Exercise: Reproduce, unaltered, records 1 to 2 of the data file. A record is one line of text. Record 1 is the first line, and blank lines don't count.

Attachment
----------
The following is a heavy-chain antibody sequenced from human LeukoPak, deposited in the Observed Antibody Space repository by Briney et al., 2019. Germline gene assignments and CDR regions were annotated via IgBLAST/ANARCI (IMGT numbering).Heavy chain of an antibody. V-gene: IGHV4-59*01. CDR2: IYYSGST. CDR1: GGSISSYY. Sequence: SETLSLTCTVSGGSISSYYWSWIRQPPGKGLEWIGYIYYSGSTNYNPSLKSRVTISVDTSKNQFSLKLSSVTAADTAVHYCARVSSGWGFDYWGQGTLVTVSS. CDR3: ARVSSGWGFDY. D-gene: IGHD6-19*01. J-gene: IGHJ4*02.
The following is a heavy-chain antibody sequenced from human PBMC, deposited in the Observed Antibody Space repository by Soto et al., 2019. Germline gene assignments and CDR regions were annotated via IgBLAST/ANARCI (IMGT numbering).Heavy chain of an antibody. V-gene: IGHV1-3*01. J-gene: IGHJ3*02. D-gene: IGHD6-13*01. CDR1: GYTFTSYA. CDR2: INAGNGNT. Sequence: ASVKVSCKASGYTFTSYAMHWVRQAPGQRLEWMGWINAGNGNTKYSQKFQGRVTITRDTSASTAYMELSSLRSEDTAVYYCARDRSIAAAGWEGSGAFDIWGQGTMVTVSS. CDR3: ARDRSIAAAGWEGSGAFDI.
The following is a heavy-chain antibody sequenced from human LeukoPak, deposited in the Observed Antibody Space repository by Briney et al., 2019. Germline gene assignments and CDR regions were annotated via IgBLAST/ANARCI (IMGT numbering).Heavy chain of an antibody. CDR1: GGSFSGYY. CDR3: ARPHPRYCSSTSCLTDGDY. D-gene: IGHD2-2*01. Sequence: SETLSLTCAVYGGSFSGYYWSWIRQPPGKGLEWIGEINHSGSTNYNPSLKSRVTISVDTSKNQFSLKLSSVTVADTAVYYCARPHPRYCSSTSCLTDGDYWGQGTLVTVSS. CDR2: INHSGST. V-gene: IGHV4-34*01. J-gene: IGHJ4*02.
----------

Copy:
The following is a heavy-chain antibody sequenced from human LeukoPak, deposited in the Observed Antibody Space repository by Briney et al., 2019. Germline gene assignments and CDR regions were annotated via IgBLAST/ANARCI (IMGT numbering).Heavy chain of an antibody. V-gene: IGHV4-59*01. CDR2: IYYSGST. CDR1: GGSISSYY. Sequence: SETLSLTCTVSGGSISSYYWSWIRQPPGKGLEWIGYIYYSGSTNYNPSLKSRVTISVDTSKNQFSLKLSSVTAADTAVHYCARVSSGWGFDYWGQGTLVTVSS. CDR3: ARVSSGWGFDY. D-gene: IGHD6-19*01. J-gene: IGHJ4*02.
The following is a heavy-chain antibody sequenced from human PBMC, deposited in the Observed Antibody Space repository by Soto et al., 2019. Germline gene assignments and CDR regions were annotated via IgBLAST/ANARCI (IMGT numbering).Heavy chain of an antibody. V-gene: IGHV1-3*01. J-gene: IGHJ3*02. D-gene: IGHD6-13*01. CDR1: GYTFTSYA. CDR2: INAGNGNT. Sequence: ASVKVSCKASGYTFTSYAMHWVRQAPGQRLEWMGWINAGNGNTKYSQKFQGRVTITRDTSASTAYMELSSLRSEDTAVYYCARDRSIAAAGWEGSGAFDIWGQGTMVTVSS. CDR3: ARDRSIAAAGWEGSGAFDI.